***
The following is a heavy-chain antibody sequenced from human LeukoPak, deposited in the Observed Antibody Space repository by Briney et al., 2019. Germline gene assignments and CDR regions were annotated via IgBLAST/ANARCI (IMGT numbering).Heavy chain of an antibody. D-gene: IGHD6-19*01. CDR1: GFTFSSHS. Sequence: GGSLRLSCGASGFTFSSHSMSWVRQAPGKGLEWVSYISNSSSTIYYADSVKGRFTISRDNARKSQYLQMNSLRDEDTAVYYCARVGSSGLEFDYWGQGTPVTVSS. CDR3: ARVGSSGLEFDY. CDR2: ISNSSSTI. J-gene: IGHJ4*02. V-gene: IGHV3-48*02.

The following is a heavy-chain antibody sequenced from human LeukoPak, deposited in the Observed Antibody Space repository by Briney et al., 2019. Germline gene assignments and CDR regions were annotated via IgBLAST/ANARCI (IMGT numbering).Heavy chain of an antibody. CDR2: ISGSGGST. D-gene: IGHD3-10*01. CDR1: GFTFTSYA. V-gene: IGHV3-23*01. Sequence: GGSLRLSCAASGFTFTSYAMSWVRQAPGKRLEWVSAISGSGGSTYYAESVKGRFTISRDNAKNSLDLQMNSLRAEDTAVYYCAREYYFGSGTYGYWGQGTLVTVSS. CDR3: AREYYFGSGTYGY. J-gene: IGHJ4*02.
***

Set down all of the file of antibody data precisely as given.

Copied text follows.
The following is a heavy-chain antibody sequenced from human LeukoPak, deposited in the Observed Antibody Space repository by Briney et al., 2019. Germline gene assignments and CDR regions were annotated via IgBLAST/ANARCI (IMGT numbering).Heavy chain of an antibody. D-gene: IGHD6-19*01. CDR1: GFTFSSHS. Sequence: GGSLRLSCGASGFTFSSHSMSWVRQAPGKGLEWVSYISNSSSTIYYADSVKGRFTISRDNARKSQYLQMNSLRDEDTAVYYCARVGSSGLEFDYWGQGTPVTVSS. CDR3: ARVGSSGLEFDY. CDR2: ISNSSSTI. J-gene: IGHJ4*02. V-gene: IGHV3-48*02.

The following is a heavy-chain antibody sequenced from human LeukoPak, deposited in the Observed Antibody Space repository by Briney et al., 2019. Germline gene assignments and CDR regions were annotated via IgBLAST/ANARCI (IMGT numbering).Heavy chain of an antibody. CDR2: ISGSGGST. D-gene: IGHD3-10*01. CDR1: GFTFTSYA. V-gene: IGHV3-23*01. Sequence: GGSLRLSCAASGFTFTSYAMSWVRQAPGKRLEWVSAISGSGGSTYYAESVKGRFTISRDNAKNSLDLQMNSLRAEDTAVYYCAREYYFGSGTYGYWGQGTLVTVSS. CDR3: AREYYFGSGTYGY. J-gene: IGHJ4*02.